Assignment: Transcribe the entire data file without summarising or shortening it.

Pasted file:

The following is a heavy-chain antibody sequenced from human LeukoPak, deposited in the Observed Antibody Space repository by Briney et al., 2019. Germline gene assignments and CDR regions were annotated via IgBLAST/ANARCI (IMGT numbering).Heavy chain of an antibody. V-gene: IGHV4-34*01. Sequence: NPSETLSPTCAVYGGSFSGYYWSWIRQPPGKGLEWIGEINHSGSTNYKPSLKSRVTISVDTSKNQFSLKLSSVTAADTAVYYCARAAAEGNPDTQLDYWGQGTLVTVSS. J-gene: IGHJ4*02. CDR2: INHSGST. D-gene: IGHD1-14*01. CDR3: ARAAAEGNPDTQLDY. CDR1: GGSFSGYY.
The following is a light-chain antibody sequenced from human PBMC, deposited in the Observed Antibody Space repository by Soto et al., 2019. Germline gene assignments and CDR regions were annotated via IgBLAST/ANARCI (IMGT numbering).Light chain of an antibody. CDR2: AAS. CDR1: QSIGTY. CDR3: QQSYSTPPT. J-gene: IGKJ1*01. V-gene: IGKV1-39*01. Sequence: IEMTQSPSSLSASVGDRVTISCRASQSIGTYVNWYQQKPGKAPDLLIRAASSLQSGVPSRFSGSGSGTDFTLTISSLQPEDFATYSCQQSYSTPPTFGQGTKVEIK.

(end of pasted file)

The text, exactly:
The following is a heavy-chain antibody sequenced from human LeukoPak, deposited in the Observed Antibody Space repository by Briney et al., 2019. Germline gene assignments and CDR regions were annotated via IgBLAST/ANARCI (IMGT numbering).Heavy chain of an antibody. V-gene: IGHV4-34*01. Sequence: NPSETLSPTCAVYGGSFSGYYWSWIRQPPGKGLEWIGEINHSGSTNYKPSLKSRVTISVDTSKNQFSLKLSSVTAADTAVYYCARAAAEGNPDTQLDYWGQGTLVTVSS. J-gene: IGHJ4*02. CDR2: INHSGST. D-gene: IGHD1-14*01. CDR3: ARAAAEGNPDTQLDY. CDR1: GGSFSGYY.
The following is a light-chain antibody sequenced from human PBMC, deposited in the Observed Antibody Space repository by Soto et al., 2019. Germline gene assignments and CDR regions were annotated via IgBLAST/ANARCI (IMGT numbering).Light chain of an antibody. CDR2: AAS. CDR1: QSIGTY. CDR3: QQSYSTPPT. J-gene: IGKJ1*01. V-gene: IGKV1-39*01. Sequence: IEMTQSPSSLSASVGDRVTISCRASQSIGTYVNWYQQKPGKAPDLLIRAASSLQSGVPSRFSGSGSGTDFTLTISSLQPEDFATYSCQQSYSTPPTFGQGTKVEIK.